Tuesday, August 18, 2009

Mole-Rat Babies

Call them ugly or cute, you must see our baby naked mole-rats. Looks aside, we are very excited to have developed husbandry protocols that helped get them through their crucial first week of life.

Eighteen months ago, the prospect of rearing mole-rat pups was a distant hope. Our colony was in serious trouble. We had lost half a dozen workers in as many months. Inexplicably, each animal’s necropsy (animal autopsy) showed unique causes of death –there was no single cause.

Making any major changes to these animals’ care is risky. As eusocial animals, mole-rats depend on scent cues to recognize members of their own colony. Any antibiotic treatment must be carefully developed to avoid killing their life-giving, symbiotic bacteria.

Two things caused me to consider trying antibiotics and husbandry changes. One was negative: the losses in the colony. Despite my fears about treatment, the risk of doing nothing was greater. The positive side was our new veterinary service, Avian and Exotic Animal Hospital . Dr’s Maas and Ferguson were committed to develop a protocol to bring the colony back into perfect health. They carefully examined the animals, testing their blood, stools, urine and nostrils for signs of infection. In due course, they developed treatment designed with mole-rats’ delicate digestive and behavioral needs in mind.

After two intense weeks of daily injections for each of our 23 colony members, bleaching their home and replacing all their contact surfaces, we saw glimmers of hope. Animals started gaining weight and the mysterious deaths ceased.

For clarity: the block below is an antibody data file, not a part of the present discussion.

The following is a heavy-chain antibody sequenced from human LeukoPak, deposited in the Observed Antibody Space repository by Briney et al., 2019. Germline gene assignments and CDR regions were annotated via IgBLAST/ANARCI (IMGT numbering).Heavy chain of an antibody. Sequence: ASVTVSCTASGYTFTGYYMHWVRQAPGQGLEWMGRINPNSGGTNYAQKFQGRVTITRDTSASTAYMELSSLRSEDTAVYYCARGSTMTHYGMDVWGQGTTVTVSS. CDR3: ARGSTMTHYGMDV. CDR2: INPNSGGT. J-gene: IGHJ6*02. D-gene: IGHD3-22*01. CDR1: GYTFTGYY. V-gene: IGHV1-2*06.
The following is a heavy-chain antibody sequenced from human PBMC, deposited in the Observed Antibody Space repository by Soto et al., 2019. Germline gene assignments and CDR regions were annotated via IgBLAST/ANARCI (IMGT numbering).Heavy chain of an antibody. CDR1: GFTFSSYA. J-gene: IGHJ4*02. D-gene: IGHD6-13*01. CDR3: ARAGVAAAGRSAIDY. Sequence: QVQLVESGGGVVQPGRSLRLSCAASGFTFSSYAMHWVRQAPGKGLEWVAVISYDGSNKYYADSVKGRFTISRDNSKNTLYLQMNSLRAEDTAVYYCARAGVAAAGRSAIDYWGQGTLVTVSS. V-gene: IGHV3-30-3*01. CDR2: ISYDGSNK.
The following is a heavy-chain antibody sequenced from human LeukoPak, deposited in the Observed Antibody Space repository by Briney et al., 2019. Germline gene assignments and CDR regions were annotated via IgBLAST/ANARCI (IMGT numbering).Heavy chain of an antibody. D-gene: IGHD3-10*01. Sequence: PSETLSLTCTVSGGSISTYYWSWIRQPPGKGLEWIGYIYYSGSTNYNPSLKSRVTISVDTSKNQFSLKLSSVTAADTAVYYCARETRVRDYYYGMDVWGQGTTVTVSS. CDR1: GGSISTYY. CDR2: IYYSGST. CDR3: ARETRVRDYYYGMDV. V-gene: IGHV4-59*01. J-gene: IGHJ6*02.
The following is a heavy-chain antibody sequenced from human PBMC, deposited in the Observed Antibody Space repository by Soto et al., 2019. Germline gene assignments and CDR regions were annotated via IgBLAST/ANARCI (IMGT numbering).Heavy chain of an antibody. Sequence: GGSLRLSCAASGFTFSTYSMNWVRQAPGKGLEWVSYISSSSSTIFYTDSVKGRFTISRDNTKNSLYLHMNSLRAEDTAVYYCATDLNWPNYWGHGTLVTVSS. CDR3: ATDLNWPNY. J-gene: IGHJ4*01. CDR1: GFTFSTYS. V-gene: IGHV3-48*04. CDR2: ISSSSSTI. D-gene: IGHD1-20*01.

But the first pregnancy after these treatments ended badly. And over time, pups were born but the colony appeared unwilling or unable to rear them.

Interfering in the behavior of highly social animals often does more harm than good, but our colony had come to a reproductive standstill – adults were doing well, but the babies could not survive. Perhaps the colony, lacking experience with successfully rearing pups, needed some adjustments, at least to successfully bring up one litter.

Three days before her due date, the pregnant queen and two helpers were settled in chambers separated from the rest of the colony. To keep all the workers familiar with their queen, we switched one worker every morning and one each night with a new mole-rat from the colony.

When the queen gave birth, the helpers appeared calm but interested in the babies. By the next day we saw encouraging signs – a tiny white region in each pup’s middle indicated milk had made its way into their bellies.

On the tenth day (August 17), the pups were old enough to right themselves and move independently. Soon they will show interest in solid food. Next we can begin reintegrating the queen and her helpers into the colony.

The first year of a mole-rat’s life is one of challenge but with the most difficult ten days behind them, these pups are off to a good start!

Congratulations if you read this far! The first person to post a comment or question below wins a “behind the scenes” chance to help us care for the mole-rats, and if you wish, you may help choose color markings to identify the new babies.

-Sarah Moore, Life Sciences program manager


  1. I love the first picture up top of the babies. What is interesting to me is to see those 2 bulging skull plates (I'm sure they have anatomical names) that will fuse together in development. Compared to the adult NMR skeleton that is sitting on my desk, they are super pronounced.

    Congratulations, Presumptive Queen!

  2. I hope you can see the little white spot on the back of the top baby. That's actually a drop of milk - proof that s/he's getting nourishment!

  3. Congratulations Portia, you are the winner.